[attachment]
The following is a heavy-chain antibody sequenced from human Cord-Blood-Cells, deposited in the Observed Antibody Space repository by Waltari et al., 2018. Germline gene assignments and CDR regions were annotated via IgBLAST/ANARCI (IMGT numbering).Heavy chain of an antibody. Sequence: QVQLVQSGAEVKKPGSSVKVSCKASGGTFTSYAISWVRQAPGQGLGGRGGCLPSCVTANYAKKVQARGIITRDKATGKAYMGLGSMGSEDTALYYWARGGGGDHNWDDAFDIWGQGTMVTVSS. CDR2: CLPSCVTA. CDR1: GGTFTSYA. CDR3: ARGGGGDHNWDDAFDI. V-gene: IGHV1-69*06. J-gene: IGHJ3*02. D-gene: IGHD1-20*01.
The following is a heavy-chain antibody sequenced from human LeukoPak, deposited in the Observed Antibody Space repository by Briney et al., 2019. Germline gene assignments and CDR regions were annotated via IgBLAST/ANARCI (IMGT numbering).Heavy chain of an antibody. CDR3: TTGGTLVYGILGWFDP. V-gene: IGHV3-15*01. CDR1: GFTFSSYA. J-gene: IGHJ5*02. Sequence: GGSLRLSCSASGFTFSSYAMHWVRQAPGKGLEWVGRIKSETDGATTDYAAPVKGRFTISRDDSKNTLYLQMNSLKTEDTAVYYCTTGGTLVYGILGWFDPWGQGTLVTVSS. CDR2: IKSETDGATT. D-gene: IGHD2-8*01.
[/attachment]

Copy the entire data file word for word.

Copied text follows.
The following is a heavy-chain antibody sequenced from human Cord-Blood-Cells, deposited in the Observed Antibody Space repository by Waltari et al., 2018. Germline gene assignments and CDR regions were annotated via IgBLAST/ANARCI (IMGT numbering).Heavy chain of an antibody. Sequence: QVQLVQSGAEVKKPGSSVKVSCKASGGTFTSYAISWVRQAPGQGLGGRGGCLPSCVTANYAKKVQARGIITRDKATGKAYMGLGSMGSEDTALYYWARGGGGDHNWDDAFDIWGQGTMVTVSS. CDR2: CLPSCVTA. CDR1: GGTFTSYA. CDR3: ARGGGGDHNWDDAFDI. V-gene: IGHV1-69*06. J-gene: IGHJ3*02. D-gene: IGHD1-20*01.
The following is a heavy-chain antibody sequenced from human LeukoPak, deposited in the Observed Antibody Space repository by Briney et al., 2019. Germline gene assignments and CDR regions were annotated via IgBLAST/ANARCI (IMGT numbering).Heavy chain of an antibody. CDR3: TTGGTLVYGILGWFDP. V-gene: IGHV3-15*01. CDR1: GFTFSSYA. J-gene: IGHJ5*02. Sequence: GGSLRLSCSASGFTFSSYAMHWVRQAPGKGLEWVGRIKSETDGATTDYAAPVKGRFTISRDDSKNTLYLQMNSLKTEDTAVYYCTTGGTLVYGILGWFDPWGQGTLVTVSS. CDR2: IKSETDGATT. D-gene: IGHD2-8*01.